Former Miami Beach Mayor Philip Levine on Monday said television stations should take down an "absolutely wrong" attack ad from the campaign of Palm Beach billionaire Jeff Greene.
But he wouldn't say if he would sue stations that don't remove them.
"We've got to get through this primary," Levine said. "We want to win the primary. I want to win the governorship and we'll deal with it at that point."
The new ad questions Levine's record on keeping Biscayne Bay clean. But the commercial showed newspaper headlines over stock images of polution from Asia, Serbia and Russia, leading viewers to believe they're of South Florida. Levine and Greene are Democratic candidates for governor.
Levine sent a cease and desist letter to the television stations airing the campaign commercial. Greene's campaign yesterday defended the ad.
"We never claimed the images were from Biscayne Bay," Greene spokeswoman Claire VanSusteren told the Miami Herald. "But the newspaper headlines speak for themselves."
Levine responded: "There should be truth in advertising."
"Unfortunately when you don't have a record, and you want to tear someone else's record down, but you've actually never done anything in that field and you resort to tactics that are untruthful and borderline fraudulent," Levine said.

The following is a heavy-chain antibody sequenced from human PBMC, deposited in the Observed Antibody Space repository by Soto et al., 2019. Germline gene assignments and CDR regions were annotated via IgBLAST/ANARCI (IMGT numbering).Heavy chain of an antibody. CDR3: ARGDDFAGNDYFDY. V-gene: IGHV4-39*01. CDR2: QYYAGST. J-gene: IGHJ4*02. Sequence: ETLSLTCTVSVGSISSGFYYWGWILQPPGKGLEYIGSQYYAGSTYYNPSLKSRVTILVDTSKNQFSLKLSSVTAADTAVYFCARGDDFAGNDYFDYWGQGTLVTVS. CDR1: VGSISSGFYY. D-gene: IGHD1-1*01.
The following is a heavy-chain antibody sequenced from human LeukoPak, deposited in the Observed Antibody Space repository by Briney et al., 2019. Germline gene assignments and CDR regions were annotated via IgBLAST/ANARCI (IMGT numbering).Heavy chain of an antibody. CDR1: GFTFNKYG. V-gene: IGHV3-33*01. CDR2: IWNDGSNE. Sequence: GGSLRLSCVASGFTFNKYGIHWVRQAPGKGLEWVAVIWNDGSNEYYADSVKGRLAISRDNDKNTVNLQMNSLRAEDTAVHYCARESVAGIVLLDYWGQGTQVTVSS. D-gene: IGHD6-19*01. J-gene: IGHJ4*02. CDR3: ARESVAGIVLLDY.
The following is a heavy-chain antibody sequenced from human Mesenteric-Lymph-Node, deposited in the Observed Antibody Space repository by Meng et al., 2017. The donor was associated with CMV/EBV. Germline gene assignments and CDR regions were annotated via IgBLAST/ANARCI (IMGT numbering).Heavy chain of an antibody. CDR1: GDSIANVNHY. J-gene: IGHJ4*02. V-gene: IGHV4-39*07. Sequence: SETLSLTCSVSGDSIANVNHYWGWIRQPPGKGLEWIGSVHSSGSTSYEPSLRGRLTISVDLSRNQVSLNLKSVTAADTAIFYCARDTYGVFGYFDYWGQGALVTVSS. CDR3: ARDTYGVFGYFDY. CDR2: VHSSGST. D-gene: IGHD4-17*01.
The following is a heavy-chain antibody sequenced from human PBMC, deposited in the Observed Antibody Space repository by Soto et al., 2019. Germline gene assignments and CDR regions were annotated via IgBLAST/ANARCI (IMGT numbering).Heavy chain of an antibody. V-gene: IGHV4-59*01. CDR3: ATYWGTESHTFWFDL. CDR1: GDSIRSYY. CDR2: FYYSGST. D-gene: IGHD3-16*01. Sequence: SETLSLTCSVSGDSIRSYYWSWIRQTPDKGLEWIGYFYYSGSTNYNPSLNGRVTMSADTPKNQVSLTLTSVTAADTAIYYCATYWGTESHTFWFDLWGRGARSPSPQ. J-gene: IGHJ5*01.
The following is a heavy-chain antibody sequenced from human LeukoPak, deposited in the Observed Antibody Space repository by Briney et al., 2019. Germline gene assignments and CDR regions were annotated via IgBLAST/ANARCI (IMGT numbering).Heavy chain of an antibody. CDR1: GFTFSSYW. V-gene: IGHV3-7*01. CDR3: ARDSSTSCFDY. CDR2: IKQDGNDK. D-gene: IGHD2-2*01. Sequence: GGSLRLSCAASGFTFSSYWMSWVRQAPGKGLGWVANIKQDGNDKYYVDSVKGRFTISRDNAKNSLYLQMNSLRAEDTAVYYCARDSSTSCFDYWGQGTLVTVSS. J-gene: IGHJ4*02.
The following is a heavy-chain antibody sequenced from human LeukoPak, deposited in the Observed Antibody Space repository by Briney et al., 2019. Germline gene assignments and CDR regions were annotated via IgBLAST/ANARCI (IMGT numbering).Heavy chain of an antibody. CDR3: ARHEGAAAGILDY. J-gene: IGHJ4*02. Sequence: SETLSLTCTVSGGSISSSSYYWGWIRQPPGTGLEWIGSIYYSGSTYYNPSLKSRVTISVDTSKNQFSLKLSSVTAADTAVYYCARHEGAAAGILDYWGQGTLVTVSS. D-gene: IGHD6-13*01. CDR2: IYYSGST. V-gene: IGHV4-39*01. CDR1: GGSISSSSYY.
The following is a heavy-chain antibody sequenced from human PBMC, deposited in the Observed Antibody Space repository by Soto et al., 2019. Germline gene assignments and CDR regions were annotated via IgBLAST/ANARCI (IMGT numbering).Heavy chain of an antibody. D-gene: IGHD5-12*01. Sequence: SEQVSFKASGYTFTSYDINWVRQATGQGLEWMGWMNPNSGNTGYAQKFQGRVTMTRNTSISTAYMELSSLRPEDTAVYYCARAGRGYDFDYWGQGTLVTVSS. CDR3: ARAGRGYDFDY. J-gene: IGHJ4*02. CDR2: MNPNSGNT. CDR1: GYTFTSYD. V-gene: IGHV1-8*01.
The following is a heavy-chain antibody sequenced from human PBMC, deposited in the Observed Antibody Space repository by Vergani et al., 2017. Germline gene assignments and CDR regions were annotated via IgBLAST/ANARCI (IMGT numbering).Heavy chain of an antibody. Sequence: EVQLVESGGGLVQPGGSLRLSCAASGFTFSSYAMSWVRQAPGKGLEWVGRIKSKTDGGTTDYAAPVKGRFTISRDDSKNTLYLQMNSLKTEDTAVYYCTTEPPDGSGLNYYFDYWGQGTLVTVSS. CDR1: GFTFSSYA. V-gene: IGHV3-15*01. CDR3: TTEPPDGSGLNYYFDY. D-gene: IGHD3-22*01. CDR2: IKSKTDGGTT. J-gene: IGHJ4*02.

It's not the first time this election that a campaign has called stations to stop airing an ad. Republican gubernatorial candidate Ron DeSantis successfully lobbied radio stations to pull an ad claiming he voted in Congress to give food stamps to illegal immigrants. His campaign cited a PolitiFact fact-check which called the claim "Pants on Fire," it's worst rating.
Former U.S. Rep. Gwen Graham has also cried foul against Greene's ad raising questions about her ties to a proposed mega mall near the Everglades.
Levine's comments came during a brief stop at the Jan Kaminis Platt Regional Library in South Tampa to meet with volunteers on the first day of early voting.
In a sport coat and jeans, Levine posed for photos with about a dozen supporters in an uncomfortably hot parking lot. The quick visit lasted about 15 minutes.
Levine talked to one undecided voter but few people were voting at the time, around 1:30 p.m. About 200 people cast early ballots at that location as of 3 p.m.
Speaking with a reporter there, Levine also expressed frustration that what he perceived as a lack of experience in his opponents wasn't a bigger issue in the Democratic primary. Unlike them, he said, he as mayor accomplished many top priorities of the progressive platform.
"The big issue is stop asking candidates about what they're going to do in the future, ask them what they've done in the past," Levine said. "In the private sector we don't care about what you're going to say you're going to do, we care about what you've done."